“So Riggs and I got in a huge debate a couple weeks ago on Barstool Radio. The question at hand was whether I could win the US Open with unlimited mulligans. For me the answer was a no brainer. Of course I would. That’s not even me bragging. That’s just me knowing what I’m capable of and knowing what unlimited mulligans actually means. I’d 100% birdie every par 3 and then par everything else. That’s -4 a day. Riggs projects the winner at Shinnecock this year will shoot -4 for the entire tournament. The ENTIRE TOURNAMENT. That means I’ll win by roughly 12 strokes. Easy peasy”

“Well apparently the good folks at the USGA caught wind of our argument and have generously offered to let me play Shinnecock on Monday with unlimited mulligans…When I said I’d win with unlimited mulligans I assumed that for the first 2 rounds I’d play from dawn to dusk to achieve my perfect score of -4 per day.”

Was this an insane expectation or something easily achievable? First of all, what do you think Portnoy’s handicap is? 20-25?

Here’s his action

Our Tom Stickney had these remarks after watching the video.

“His shoulders open and tail needs to be stuck out more. Portnoy gets the club rotated a touch too much to the inside and it gets laid off on the way back. An over-the-top transition and a faulty pivot causes the fire-and-fall-back finish.”

Having seen his swing, knowing he had a wheelbarrow’s worth of golf balls and a crew of mulligan retrievers, how do you think El Pres did?

Surely, Barstool will produce video of the round beyond the few cell phone videos on Twitter and Instagram. And if you’d like to see those fragments, check out Portnoy’s Twitter, the Barstool Instagram, and well, the myriad of Barstool-related accounts.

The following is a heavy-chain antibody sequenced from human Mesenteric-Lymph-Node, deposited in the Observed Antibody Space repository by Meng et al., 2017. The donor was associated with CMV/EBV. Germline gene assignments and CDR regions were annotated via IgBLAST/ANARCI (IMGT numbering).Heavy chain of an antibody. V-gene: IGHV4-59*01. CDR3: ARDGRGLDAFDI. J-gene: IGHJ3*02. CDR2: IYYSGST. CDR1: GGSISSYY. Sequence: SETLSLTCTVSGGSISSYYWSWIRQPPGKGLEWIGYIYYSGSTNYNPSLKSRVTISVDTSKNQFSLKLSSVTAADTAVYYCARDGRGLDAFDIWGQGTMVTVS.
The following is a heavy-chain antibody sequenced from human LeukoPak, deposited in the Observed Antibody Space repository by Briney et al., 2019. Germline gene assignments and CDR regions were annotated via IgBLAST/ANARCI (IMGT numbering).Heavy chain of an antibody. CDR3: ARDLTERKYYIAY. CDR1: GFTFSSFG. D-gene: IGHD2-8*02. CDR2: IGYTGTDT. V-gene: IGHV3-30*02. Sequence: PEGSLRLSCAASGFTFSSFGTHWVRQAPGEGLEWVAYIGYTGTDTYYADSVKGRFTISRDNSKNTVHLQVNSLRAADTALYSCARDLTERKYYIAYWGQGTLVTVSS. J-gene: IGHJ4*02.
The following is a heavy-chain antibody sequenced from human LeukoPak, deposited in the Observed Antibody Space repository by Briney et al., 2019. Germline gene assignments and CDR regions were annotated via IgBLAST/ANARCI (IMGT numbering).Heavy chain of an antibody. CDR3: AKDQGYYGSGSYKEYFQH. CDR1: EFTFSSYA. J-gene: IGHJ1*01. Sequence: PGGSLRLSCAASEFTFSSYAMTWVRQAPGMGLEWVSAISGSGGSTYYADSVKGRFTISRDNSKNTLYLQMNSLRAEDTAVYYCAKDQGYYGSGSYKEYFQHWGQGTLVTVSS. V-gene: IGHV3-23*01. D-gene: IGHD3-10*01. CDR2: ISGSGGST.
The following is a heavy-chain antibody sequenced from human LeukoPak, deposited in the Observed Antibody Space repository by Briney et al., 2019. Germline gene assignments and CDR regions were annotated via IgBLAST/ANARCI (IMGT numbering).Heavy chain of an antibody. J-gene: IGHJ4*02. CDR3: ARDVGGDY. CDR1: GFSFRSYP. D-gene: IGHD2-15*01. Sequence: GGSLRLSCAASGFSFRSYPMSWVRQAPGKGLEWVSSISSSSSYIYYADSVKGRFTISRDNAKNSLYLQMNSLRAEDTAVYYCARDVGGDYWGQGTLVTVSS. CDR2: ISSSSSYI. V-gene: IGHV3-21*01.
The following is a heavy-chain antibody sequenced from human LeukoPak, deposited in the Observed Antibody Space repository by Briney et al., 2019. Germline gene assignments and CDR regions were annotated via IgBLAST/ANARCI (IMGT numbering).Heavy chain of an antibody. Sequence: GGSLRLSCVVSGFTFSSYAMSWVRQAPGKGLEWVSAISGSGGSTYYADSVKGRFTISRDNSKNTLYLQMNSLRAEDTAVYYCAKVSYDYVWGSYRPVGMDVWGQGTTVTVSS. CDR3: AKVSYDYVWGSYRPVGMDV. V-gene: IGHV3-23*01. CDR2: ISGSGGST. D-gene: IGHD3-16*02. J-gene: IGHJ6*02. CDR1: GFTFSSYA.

But here’s the bottom line: With an innumerable amount of mulligans, the Barstool founder managed to shoot 66.

Even say he averaged 10 mulligans per shot, shooting four under with, what we’ll label as an “extremely average” swing is impressive. .

Maybe it’s a feat of endurance, determination, and strategy more than it is a great golfing performance, but Portnoy’s performance in Southampton was more than a mere publicity stunt.

And even though we might stereotype the Stoolies as members of the “mashed potatoes” crowd, it’s tough to say the exposure and interaction is bad for the USGA and the U.S. Open.

What do you think, GolfWRX members? Interested? Impressed? Don’t care.

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19th Hole

Bryson DeChambeau went full Golf Scientist in professing his love for “The Golfing Machine”



Published more than 30 years ago, Homer Kelley’s “The Golfing Machine” remains a golf swing bible for some, far too esoteric for others, and a weapon of mass destruction for others still.

Bryson DeChambeau, as we know, is firmly in camp No. 1. The former SMU physics major was always a fertile ground for Kelley’s scientific, geometric prose.’s resident equipment writer, Jonathan Wall, spotted this DeChambeauian gem from a recent press conference in which some unidentified scribe served the Golf Scientist a heaping portion of red meat…or should we say, cake.

May he never change! While we at GolfWRX have been down with DeChambeau since the days of his single length Edel irons, even if you aren’t a fan, how can you not find the man entertaining?

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19th Hole